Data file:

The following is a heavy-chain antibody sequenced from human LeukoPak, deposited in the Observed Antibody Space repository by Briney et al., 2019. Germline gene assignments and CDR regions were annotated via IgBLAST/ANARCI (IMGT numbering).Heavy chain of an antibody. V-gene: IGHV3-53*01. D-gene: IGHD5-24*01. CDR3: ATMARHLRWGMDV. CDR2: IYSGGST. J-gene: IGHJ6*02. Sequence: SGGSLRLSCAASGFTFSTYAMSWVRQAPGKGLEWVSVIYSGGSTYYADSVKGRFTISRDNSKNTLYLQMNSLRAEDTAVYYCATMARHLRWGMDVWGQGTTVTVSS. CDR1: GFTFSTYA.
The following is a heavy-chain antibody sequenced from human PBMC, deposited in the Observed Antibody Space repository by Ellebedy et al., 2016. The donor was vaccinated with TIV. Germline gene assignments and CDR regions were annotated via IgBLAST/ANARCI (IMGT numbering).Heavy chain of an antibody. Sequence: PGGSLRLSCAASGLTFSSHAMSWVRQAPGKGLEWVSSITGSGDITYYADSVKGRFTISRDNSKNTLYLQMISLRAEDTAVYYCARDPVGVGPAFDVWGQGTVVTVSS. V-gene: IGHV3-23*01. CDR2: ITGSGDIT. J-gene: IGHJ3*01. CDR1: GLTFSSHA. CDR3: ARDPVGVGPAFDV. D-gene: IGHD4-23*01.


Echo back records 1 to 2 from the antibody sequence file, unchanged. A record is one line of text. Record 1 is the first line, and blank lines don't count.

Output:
The following is a heavy-chain antibody sequenced from human LeukoPak, deposited in the Observed Antibody Space repository by Briney et al., 2019. Germline gene assignments and CDR regions were annotated via IgBLAST/ANARCI (IMGT numbering).Heavy chain of an antibody. V-gene: IGHV3-53*01. D-gene: IGHD5-24*01. CDR3: ATMARHLRWGMDV. CDR2: IYSGGST. J-gene: IGHJ6*02. Sequence: SGGSLRLSCAASGFTFSTYAMSWVRQAPGKGLEWVSVIYSGGSTYYADSVKGRFTISRDNSKNTLYLQMNSLRAEDTAVYYCATMARHLRWGMDVWGQGTTVTVSS. CDR1: GFTFSTYA.
The following is a heavy-chain antibody sequenced from human PBMC, deposited in the Observed Antibody Space repository by Ellebedy et al., 2016. The donor was vaccinated with TIV. Germline gene assignments and CDR regions were annotated via IgBLAST/ANARCI (IMGT numbering).Heavy chain of an antibody. Sequence: PGGSLRLSCAASGLTFSSHAMSWVRQAPGKGLEWVSSITGSGDITYYADSVKGRFTISRDNSKNTLYLQMISLRAEDTAVYYCARDPVGVGPAFDVWGQGTVVTVSS. V-gene: IGHV3-23*01. CDR2: ITGSGDIT. J-gene: IGHJ3*01. CDR1: GLTFSSHA. CDR3: ARDPVGVGPAFDV. D-gene: IGHD4-23*01.